South Korea and the United States have agreed to set up a service and investment committee to reduce any fallout from the bilateral free trade pact that may go into effect next year, the government said Monday.
The Ministry of Foreign Affairs and Trade said Seoul's trade minister Kim Jong-hoon and his U.S. counterpart Ron Kirk signed two letters that aim to address concerns related to the free trade agreement (FTA).
The pact, known as the KORUS FTA, was signed in June 2007 and modified late last year. It has been approved by U.S. lawmakers, with South Korea's National Assembly expected to vote on the issue in the near future.
The opposition parties have called for a delay in ratification, but the ruling Grand National Party wants to vote on the issue as soon as possible.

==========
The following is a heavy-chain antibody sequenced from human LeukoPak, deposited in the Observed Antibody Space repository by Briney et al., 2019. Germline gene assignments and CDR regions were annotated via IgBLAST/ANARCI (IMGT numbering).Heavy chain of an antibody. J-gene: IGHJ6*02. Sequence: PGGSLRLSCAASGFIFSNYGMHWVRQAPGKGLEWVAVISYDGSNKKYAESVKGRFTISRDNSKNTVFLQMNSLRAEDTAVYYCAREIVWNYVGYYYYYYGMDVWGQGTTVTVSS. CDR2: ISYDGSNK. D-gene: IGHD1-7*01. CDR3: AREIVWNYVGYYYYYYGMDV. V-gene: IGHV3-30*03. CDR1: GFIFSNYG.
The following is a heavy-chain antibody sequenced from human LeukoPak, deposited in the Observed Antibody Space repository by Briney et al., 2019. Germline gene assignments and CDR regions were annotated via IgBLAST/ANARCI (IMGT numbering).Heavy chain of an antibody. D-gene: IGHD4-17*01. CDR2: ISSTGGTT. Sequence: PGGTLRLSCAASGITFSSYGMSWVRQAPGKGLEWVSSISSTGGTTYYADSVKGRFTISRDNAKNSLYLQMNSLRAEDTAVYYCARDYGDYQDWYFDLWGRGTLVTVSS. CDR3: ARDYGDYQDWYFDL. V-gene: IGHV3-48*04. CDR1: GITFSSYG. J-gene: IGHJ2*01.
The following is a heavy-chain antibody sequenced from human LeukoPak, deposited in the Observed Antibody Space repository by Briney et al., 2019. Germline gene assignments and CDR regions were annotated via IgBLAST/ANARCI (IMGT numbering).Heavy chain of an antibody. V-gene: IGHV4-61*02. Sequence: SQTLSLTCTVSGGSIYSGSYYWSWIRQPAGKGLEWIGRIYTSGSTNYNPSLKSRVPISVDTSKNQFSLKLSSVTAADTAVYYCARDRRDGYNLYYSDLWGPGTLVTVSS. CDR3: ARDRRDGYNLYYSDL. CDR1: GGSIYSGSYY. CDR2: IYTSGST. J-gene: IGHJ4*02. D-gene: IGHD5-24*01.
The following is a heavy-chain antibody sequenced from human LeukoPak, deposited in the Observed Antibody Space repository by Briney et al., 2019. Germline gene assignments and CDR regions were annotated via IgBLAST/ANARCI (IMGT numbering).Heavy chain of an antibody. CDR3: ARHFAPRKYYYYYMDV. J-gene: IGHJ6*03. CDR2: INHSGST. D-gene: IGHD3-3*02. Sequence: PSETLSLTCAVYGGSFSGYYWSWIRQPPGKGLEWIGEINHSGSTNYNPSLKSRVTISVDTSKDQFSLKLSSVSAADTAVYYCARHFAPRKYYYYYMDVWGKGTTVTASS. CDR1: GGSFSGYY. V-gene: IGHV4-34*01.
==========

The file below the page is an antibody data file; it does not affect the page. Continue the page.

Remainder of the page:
The committee, along with a working group to address challenges facing small and medium enterprises (SMEs), could also touch on a controversial investor-state dispute settlement (ISD) system that is part of the FTA.
The ISD is a provision that allows foreign investors to bring trade dispute claims directly against the government of the co-signatory before an international panel of arbitrators.
Seoul and Washington, in addition, said the committee and working group will be tasked to work together to address any problems that may arise and to protect business and investment interests.
The SME working group will hold its first session within 90 days of the FTA going into effect, with regular sessions every year. This group will be tasked with examining challenges facing small companies and to find joint solutions.
The ministry, meanwhile, claimed that because the two countries plan to take active measures to reduce negative repercussions, South Korean lawmakers should try to speed up the ratification process so the pact can go into effect on Jan. 1.